OK so as you can see, there is a pattern developing or maybe it’s always been there I’m just now recognizing it because I’m actually recording my thoughts online. I say many things, then I do something else.
I think my biggest mistake was not double checking my weather the morning I left Ensenada. My forecast that I posted might have been almost 36 hrs old. It showed almost perfect conditions with light winds the first day and then nice downwind sailing most of the rest of the way. I motored for most of the first day or so as I had expected and was anxiously awaiting my perfect winds so I could actually get some sailing in. I finally figured out how to get weather via PredictWind through my IridiumGo sat phone offshore so I checked at the end of the 1st day and I see this nasty front with up to 35 mph winds that’s supposed to hit me right after dark Sunday evening. I checked again Sunday and it hadn’t changed and I realized I was going to be sailing into the wind and swell instead of going downwind. Sailing downwind is usually comfortable from what I understand and that’s been almost all of my limited experience. I’d heard talk of how it’s not much fun sailing into the wind because your boat speed combined with the wind speed gives you a higher ‘apparent’ wind speed. They don’t call it ‘bashing’ into the wind for nothing. There’s an old say that “gentlemen never sail to weather”. I thought I’d be the exception to the rule. . . wrong! Fortunately I knew it was coming so I started doing things to prepare. I furled my headsail as the winds started increasing and when the wind hit 20 mph just before dark I furled my main because I didn’t want to do all of this with my inexperience in darkness and high winds. The winds wasn’t what made it so daunting. There were 4-6 ft swells coming 4 to 5 seconds apart from one direction 6-8 ft from another maybe 10 seconds apart and it seemed like multiple others as well. I was having problems with my auto pilot not working correctly so all night I had to constantly make adjustments to keep my bow heading into the wind. I can lock the wheel down but with all the different wave patterns the boat will start drifting off course so I had to constantly make corrections. I just learned recently that it takes a wave height equal to the length of side of the boat the wave hits to cause you to flip. My boat is 38′ so it would take a 38′ wave for her to go end over. My beam on the other hand is only 13′ and it’s quite apparent why I wanted to keep her heading into the wind. Other than the night of my heart attack which I wasn’t even aware of I’d have to say it was the most exciting night of my life! The night was pitch dark except for the glow of all of my instruments. Outside of the boat all I could see was the whitecap of the waves near the boat. Beyond that it’s a dark empty void. I had to remind myself that I was in pursuit of different and I had definitely got every bit of that on this night. I’m not trying to be macho but I was never scared or terrified. When we sailed from Portland to Ventura we experienced some pretty windy large swell conditions so I knew Desi could handle some nasty stuff. Granted I had an experienced captain and another crew member onboard that trip which definitely made a big difference. I was anxious for it to be over and a bit nervous no doubt but with each hour that passed I gained more confidence in the boat and what she could handle. When daylight broke I could see how sloppy the ocean was and fully appreciate why my night had been what it was. I was getting low on fuel and knew seas weren’t going to calm down for awhile so I went to plan B. I actually put the sails up heading to Turtle Bay because I was concerned about running out of fuel and it gave me more experience putting sails up and furling them in high winds and sailing in different conditions. I’m still very inexperienced but I’ve always learned best by trial and error. I figured I had enough fuel to make Turtle Bay and took the sails back down and motored. It gave me a chance to read my auto pilot manual but couldn’t see where I was doing anything wrong and eventually turned it off and back on and voila! That night was coming sooner or later and I learned so much from it that it was invaluable in the education for my adventure.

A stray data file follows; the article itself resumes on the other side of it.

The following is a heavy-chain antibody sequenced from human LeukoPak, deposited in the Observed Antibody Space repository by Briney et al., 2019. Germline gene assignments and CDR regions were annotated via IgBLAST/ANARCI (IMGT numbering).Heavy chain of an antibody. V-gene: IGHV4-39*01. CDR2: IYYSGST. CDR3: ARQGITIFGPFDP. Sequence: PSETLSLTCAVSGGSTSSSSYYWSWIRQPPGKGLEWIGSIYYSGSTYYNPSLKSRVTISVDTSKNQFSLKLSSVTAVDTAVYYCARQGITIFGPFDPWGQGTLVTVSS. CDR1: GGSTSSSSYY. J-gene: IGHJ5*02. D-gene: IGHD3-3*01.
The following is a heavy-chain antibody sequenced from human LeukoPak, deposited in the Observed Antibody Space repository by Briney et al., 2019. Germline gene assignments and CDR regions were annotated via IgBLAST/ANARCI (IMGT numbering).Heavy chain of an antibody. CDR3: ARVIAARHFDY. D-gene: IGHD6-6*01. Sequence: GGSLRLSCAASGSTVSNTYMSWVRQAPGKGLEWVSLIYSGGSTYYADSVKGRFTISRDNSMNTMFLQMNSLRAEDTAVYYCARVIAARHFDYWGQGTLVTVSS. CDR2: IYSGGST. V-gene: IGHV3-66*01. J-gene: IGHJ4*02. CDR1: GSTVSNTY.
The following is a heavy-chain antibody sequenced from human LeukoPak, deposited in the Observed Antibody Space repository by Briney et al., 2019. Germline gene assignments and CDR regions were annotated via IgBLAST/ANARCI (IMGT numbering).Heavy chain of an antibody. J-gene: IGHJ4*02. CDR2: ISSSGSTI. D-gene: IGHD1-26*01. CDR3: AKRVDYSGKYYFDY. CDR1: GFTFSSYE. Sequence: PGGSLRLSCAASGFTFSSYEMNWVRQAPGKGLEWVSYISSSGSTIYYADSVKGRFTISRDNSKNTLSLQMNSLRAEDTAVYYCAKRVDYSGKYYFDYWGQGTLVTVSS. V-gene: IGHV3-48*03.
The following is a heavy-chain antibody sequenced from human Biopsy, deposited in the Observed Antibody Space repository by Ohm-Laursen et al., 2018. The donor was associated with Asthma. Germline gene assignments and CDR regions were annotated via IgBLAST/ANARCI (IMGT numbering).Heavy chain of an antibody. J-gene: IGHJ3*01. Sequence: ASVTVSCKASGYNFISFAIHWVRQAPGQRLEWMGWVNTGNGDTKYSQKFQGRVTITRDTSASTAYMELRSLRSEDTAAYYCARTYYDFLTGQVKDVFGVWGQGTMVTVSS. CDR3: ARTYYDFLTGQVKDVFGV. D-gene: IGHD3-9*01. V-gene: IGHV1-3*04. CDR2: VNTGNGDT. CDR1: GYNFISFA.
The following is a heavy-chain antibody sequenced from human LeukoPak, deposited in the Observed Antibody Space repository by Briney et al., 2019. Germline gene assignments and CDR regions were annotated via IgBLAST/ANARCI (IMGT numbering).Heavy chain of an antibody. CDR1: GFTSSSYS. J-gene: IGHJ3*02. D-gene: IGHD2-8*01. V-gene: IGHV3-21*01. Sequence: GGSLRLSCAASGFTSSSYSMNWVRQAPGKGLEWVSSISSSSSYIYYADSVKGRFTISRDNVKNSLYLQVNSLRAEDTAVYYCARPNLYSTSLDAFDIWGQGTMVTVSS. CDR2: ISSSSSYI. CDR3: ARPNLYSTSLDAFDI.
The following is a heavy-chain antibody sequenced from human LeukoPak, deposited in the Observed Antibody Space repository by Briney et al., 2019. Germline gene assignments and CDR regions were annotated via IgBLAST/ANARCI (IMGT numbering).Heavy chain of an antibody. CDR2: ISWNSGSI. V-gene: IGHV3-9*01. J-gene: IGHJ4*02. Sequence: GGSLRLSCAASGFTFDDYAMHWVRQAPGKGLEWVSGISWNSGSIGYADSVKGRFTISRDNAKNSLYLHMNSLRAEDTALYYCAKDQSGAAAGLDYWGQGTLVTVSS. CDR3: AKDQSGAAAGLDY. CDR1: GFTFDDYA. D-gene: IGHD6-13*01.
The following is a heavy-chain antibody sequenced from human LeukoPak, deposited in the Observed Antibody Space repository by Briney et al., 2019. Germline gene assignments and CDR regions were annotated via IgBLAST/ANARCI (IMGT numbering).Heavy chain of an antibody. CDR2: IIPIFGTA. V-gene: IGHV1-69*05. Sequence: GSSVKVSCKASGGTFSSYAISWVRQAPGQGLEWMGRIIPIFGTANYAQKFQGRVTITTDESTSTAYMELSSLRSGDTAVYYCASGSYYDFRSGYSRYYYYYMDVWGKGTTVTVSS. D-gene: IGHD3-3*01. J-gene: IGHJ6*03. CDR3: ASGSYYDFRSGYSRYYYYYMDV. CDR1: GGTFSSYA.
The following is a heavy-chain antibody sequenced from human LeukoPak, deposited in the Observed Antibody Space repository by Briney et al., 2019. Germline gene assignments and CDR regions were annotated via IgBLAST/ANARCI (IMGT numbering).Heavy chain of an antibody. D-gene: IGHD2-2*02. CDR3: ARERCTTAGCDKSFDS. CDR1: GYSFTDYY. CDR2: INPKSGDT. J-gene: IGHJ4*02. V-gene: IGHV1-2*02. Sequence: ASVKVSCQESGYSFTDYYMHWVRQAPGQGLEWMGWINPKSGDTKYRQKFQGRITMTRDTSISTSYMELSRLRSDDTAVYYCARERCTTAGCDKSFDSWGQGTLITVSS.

I’ve been reviewing the weather and I’m heading out tomorrow instead. More diesel and to get out of those sloppy seas was the primary objective of this stop. Enrique in a pagoda with two young men came out to the boat to see if I needed fuel just after I anchored (my first time anchoring btw ;)) but I told them I just wanted to eat and sleep having been up for over 36 hrs without sleep. He understood and asked how much fuel I needed and I told him. I asked if I needed to take the boat to him or if he’d bring it to me but I didn’t understand. I assumed I had to go over towards Turtle Bay Village. I’m anchored by myself out in the bay quite a ways from the village and after a long sleep I got up and after the nasty conditions I experienced the day/night before it helped me identify numerous things I needed to stow more securely and I made several changes to how my dinghy was rigged to make it more secure and put the boat in better order.
I’m going to double check the weather in the morning but things look good before the next nasty weather comes through. My goal this time is Bahia Magdalena or Mag Bay as gringos call it. If weather and things are cooperating I may keep going. Sorry no pictures since no wifi. If weather changes and I decide not to leave until the next good weather window I’ll go into the village tomorrow and post some. I really don’t want to stay here. I won’t be happy until I’m anchored in some warm tropical setting that I want stay at for several days! To be continued…………